Hyundai's vertical takeoff and landing electric vehicle (eVTOL) at CES was in 2020
The last time Hyundai brought an electric vertical takeoff and landing (eVTOL) vehicle prototype to CES was in 2020, and the South Korean automaker was confidently talking about adding it to Uber's upcoming air taxi network.
Today, Uber's air taxi network has been sold to another startup, the air taxi industry as a whole is still trying to get a commercial service off the ground, and Hyundai is unveiling a new "product concept" that it says will be ready for production by 2028.
Supernal, Hyundai's eVTOL division, claims its S-A2 concept can cruise at a speed of 120 mph and reach an altitude of 1,500 feet. It has enough battery capacity for the type of 25 to 40-mile trips that helicopters commonly make between city centers and airports for wealthy businessmen.
The company says its aircraft will "operate quietly like a dishwasher," emitting 65 decibels during vertical takeoff and landing and 45 dB during horizontal flight. In comparison, the average helicopter emits between 96 and 107 dB. Besides pollution elimination, noise reduction is the most common argument in favor of electric aircraft.
With eight tilting rotors and an egg-shaped cabin, Supernal's concept resembles other air taxi prototypes we've seen, including those from Joby Aviation, Wisk Aero, and Archer Aviation.
Supernal is one of the few companies looking to replace noisy and polluting helicopters and regional aircraft with fully electric, multirotor vehicles designed for short flights between nearby airports or fast trips from the city center to a local airport.
Initially, these aircraft were mistakenly labeled as "flying cars" based on their vertical takeoff and landing capabilities like a helicopter and then transitioning to forward flight through electrically powered tilting rotors. Initially, companies embraced the label "flying car," seeking to capitalize on the retro-futuristic appeal that harkened back to old magazine covers like Popular Science and Popular Mechanics and engineering eccentricities like the "Moller Skycar."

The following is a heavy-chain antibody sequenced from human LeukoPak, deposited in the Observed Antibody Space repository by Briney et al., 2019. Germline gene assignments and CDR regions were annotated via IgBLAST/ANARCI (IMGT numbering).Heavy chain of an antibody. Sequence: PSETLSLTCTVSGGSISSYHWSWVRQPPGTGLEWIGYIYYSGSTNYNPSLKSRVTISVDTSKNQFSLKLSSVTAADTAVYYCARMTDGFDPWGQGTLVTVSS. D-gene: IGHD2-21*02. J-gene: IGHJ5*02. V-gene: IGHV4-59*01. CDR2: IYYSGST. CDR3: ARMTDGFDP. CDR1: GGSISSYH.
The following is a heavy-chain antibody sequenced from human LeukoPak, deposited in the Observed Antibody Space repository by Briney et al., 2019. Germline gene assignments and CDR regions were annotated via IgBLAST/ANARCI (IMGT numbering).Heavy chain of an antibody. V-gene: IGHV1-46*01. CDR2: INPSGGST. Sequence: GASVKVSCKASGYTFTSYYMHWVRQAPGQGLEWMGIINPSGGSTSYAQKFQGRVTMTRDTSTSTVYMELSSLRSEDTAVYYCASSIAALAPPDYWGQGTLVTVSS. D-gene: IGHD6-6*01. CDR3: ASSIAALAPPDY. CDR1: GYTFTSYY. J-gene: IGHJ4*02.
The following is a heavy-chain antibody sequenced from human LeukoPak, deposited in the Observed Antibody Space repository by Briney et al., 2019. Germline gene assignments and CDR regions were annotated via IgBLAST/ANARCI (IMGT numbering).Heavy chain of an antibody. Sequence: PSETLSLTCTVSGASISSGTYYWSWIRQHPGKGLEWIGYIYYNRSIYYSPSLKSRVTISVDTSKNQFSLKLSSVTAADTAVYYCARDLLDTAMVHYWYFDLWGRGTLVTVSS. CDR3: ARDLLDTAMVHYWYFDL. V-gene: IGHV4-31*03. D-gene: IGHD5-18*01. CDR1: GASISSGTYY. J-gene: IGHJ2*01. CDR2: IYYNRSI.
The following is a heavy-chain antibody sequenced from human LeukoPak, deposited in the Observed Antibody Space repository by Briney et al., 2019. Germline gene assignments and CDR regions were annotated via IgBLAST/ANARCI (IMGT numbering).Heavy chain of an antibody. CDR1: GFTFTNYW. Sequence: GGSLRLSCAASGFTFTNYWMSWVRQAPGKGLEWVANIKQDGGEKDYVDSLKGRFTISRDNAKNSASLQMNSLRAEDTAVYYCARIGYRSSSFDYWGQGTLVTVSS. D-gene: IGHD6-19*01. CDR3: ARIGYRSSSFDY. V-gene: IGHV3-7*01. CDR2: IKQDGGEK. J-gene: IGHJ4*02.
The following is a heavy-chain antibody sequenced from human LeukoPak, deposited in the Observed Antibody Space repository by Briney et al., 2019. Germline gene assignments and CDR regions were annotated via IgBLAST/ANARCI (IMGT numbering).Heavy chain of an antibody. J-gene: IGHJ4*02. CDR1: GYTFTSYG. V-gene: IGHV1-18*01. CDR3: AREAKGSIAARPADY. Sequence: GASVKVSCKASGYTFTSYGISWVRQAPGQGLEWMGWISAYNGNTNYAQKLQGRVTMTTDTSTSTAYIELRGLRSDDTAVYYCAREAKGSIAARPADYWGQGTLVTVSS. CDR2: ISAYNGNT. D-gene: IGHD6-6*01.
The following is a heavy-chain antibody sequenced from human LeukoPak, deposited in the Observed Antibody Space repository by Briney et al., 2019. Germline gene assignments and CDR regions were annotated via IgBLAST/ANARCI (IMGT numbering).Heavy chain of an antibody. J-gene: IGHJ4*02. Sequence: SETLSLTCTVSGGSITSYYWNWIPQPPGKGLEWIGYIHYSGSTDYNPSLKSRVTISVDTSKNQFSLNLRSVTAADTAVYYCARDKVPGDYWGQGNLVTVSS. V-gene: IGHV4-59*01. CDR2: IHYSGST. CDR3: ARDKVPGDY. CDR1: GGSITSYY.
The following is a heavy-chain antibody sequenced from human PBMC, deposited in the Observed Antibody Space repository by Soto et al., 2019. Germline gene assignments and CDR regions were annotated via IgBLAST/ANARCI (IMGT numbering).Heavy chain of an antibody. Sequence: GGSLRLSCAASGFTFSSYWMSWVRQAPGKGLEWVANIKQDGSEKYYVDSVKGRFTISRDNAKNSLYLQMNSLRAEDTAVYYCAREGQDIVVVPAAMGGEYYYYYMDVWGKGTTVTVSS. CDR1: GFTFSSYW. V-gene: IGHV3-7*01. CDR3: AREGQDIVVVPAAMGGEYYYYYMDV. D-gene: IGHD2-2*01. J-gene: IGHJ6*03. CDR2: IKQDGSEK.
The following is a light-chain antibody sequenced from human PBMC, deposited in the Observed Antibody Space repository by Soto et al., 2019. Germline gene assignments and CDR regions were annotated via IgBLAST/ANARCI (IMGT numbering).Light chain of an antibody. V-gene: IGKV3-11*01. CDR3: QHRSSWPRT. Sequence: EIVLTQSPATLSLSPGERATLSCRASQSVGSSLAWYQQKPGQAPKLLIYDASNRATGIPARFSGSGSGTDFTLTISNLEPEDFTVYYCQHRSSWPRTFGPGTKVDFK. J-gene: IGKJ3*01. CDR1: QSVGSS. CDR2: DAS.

But as they slowly progress through endless testing procedures imposed by a lengthy regulatory process, they've rallied around new nomenclature like eVTOL, urban air mobility, advanced air mobility, and air taxis.
There has been turbulence in this emerging industry. Numerous startups have closed, particularly Larry Page's Kitty Hawk, which helped kickstart the boom in 2017. There have been lawsuits, layoffs, mergers, and no shortage of controversies, including a string of fires and at least one crash (unmanned).
Supernal's ties to Hyundai could give it an advantage in manufacturing its aircraft, as the spin-off can rely on the automaker's large-scale production capabilities to help get it started. But the company won't have any special advantages when it comes to regulatory approval, which is expected to be lengthy and challenging.
According to FAA rules, aviation companies must receive three types of certifications before launching commercial service in the United States: type certification means the aircraft meets all FAA design and safety standards; production certification is approval to begin production of the aircraft; and air carrier certification means the company can officially conduct commercial air taxi services.
Supernal says it is focusing heavily on batteries, particularly the ability to switch to lighter cells as technology improves. One of the main challenges of electric flight is the power-to-weight ratio. Heavy batteries create more weight, requiring more energy to compensate and even larger batteries. That's why Supernal and others are focusing on short flights and regional travel.
But Supernal is not so discouraged by technological challenges that it can't imagine a cozy interior with fine leather trim. The design is clean and minimalist, with lighting designed to give the impression of a larger space.